Friday, May 17, 2013

Four Factors explain Declining Reliability of Election Polls

(1)Growing voter volatility means, other things equal, there is a greater margin of error; (2)lower turnout means you have to determine whether voters surveyed intend to vote; and (3) changing technology means that land lines are either harder to access or less representative as a sample when they are reached.

It is (4) the fourth factor, explained in this article in the Vancouver Sun by Jooan Bryden, that is perhaps least well known or understood; that is the discrepancy between more sophisticated and fine-tuned survey techniques and more standardized methodologies that public opinion conducted for media organizations tend to believe in.  What fooled me in last Tuesday's election was that I had been reassured because I had heard that pollsters were doing online surveys that were confirming their other data; Tom Barrett's article  in The Tyee explains the difficulty with online polling , in terms of self-selection and representativeness.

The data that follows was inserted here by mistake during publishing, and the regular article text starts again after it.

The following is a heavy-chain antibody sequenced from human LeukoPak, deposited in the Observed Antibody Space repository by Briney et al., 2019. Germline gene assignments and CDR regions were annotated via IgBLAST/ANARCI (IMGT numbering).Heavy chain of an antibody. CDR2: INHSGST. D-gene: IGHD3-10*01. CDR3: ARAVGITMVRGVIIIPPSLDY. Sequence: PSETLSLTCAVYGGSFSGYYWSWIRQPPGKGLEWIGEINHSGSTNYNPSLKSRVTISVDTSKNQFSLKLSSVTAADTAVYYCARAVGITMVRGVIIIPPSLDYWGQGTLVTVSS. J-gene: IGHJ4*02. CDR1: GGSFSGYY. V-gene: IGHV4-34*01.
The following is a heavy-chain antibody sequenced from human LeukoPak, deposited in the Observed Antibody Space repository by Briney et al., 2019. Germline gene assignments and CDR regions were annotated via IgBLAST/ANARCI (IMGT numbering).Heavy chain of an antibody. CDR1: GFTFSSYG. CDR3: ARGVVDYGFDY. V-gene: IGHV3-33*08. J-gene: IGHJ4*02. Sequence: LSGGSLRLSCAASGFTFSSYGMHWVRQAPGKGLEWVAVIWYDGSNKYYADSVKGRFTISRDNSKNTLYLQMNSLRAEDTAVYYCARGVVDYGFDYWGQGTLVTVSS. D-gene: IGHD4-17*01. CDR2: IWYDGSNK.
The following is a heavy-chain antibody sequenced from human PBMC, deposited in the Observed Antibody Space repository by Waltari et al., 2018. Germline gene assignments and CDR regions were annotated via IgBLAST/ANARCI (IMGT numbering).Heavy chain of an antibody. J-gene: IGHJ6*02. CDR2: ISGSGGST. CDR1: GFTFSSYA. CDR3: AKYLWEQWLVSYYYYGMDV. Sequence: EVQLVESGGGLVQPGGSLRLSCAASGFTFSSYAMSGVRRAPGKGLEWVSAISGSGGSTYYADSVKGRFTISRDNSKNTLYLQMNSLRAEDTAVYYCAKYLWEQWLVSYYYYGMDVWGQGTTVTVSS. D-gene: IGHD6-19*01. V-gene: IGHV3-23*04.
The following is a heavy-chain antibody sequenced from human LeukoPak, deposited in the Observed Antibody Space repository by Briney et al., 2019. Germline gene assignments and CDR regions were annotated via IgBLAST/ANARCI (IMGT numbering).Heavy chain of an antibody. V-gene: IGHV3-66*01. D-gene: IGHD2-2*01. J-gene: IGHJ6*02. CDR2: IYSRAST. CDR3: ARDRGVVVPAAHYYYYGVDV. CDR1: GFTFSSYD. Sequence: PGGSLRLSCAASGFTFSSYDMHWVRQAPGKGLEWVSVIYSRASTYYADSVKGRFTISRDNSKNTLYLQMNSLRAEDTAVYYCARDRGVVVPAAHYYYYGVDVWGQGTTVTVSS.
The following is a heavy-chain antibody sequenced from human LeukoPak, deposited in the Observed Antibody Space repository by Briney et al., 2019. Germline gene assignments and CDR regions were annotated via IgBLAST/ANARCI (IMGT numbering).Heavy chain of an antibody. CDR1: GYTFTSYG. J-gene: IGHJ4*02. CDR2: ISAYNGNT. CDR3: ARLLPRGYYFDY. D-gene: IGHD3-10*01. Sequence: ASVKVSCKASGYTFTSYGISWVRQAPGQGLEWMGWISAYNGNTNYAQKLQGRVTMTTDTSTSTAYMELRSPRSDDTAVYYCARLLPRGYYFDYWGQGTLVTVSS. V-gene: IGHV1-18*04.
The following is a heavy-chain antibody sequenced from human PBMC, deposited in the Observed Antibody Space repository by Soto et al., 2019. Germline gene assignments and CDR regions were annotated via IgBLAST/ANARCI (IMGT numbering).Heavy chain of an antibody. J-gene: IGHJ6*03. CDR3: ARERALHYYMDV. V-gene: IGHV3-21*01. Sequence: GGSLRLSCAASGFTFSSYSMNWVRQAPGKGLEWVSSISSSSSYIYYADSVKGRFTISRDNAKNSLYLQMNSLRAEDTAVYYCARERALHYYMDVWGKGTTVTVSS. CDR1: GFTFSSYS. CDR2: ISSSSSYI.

What is needed is some kind of methodology for integrating online, cell  and land line so that they compensate for each others' weaknesses. Easier said than done.  But more to the point, media and NDP will need to match the more well-heeled Liberal and Conservative campaigns  in conducting intensive, non standardized interviews and other methods. The simple fact is that, like weather forecasting,  standard polling is becoming less accurate rather than more so, due to very large structural factors that are difficult to fully comprehend and manage. But that doesn't mean that we should stop polling any more than it means that we should stop watching weather forecasts.

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